Rrrright. Another spot-on horoscope, in that 1) it's true; 2) thanks a lot, man--that's easy for YOU to say; 3) but it's true, I can't work if I don't let go a little; 4) but all the working in the world isn't going to make tomorrow's deadline at this point, so why not freak the hell out; 5) but if I'm not going to make it and I know it, why bother freaking out in the first place, because it's not like that accomplishes anything anyway; 6) this is a terribly, terribly constructed sentence and should probably be put out of its misery.
I sat up last night staring at my Matrix gaps, unable to think of a damn thing to do about anything. Rather than slowly go nuts today, I managed to get Mom to go with me to The Aviator instead of Flight of the Phoenix. About two hours into the movie with no end in sight, she turns to me and whispers, "How long is this movie? It's not three hours or something, is it?" I just shrugged innocently, but... has she never, ever seen a Scorsese movie before? I don't have, like, all the running times of everything he's ever made at my fingertips, but I remember The Age of Innocence being a total anomaly at something over only two hours. This one was about ten minutes shy of being three hours long, but then you have to add in about thirty minutes of trailers AND HELLSPAWN COMMERCIALS before that. I know Roger Ebert advocates complaining and walking out of any theater that shows non-movie commercials to paying customers, but... dude, where would I ever get to see a movie if I did that?
Speaking of Ebert, I thought the movie was good... but it wasn't that great. A really great movie, for me--and I admit here that any critical assessment of a movie is entirely unique and personal--sends me out of the theater feeling as if the tectonic plates under my feet have shifted. The acting is wonderful, though, and the movie feels less labored than Gangs of New York, which made me feel like Scorsese was trying to use the history of New York to prove... something about the present, but couldn't quite get the numbers to add up. (P.S. There is a spelling error on that review that I desperately need to fire up Page Builder and fix. Wait... there's another one. I'll be over here with my own obsessive-compulsive tendencies, thanks.) I will say that if you're a fan of old movies, like me--particularly the movies of the '30s; I had a total fangirl moment when I realized that Hughes was being shown with Katharine Hepburn at the premiere of The Women--go see it for Cate Blanchett's Hepburn performance. She doesn't look completely like her, but... the voice she does is astounding, and this is even taking into consideration that 1) Hepburn impressions can trip into caricature on a dime and 2) I'm a total Cate fangirl. Seriously. The vocal likeness is weird.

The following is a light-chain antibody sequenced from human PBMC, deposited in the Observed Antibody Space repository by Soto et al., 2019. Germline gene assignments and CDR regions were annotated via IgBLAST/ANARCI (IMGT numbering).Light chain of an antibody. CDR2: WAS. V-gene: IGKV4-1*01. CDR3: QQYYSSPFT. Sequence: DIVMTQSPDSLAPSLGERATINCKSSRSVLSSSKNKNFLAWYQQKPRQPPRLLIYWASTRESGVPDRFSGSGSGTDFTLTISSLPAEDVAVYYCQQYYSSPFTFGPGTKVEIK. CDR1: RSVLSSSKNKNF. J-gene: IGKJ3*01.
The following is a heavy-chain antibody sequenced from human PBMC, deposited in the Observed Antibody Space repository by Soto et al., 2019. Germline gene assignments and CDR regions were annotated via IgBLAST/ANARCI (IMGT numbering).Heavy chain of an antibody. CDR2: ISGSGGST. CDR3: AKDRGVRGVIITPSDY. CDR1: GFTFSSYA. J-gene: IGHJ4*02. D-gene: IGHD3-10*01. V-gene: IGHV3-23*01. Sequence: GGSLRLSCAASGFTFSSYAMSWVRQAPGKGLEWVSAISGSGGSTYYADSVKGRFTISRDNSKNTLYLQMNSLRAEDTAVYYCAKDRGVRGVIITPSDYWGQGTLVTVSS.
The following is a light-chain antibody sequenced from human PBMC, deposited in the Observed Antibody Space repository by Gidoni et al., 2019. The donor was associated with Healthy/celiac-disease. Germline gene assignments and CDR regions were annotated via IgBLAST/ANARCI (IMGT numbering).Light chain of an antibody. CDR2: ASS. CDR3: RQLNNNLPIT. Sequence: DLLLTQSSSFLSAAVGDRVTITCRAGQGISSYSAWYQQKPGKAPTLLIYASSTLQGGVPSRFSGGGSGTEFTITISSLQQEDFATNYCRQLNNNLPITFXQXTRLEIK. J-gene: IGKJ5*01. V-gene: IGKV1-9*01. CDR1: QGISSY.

OH! OMG OMG OMG! We saw a trailer for Hostage! I had no idea what it was until the title came up at the end! And that's the last movie Cindy did the sets on! And it was a fabulous trailer in that it didn't give away every single plot point and secret! Woot!
Anyway. That's basically been my day: staring at various screens. Back to the final stretch so I have something to give Ginger tomorrow.
ETA: Has anyone else seen The Aviator? If so, was the scene where Hughes and Hepburn play golf blue? Like, it looked pretty normal, except that everything green was sky blue. And then Hughes' peas at the club with Jude Law were also sky blue. It was really weird. I couldn't figure out if the problem was on our end or... blue. What?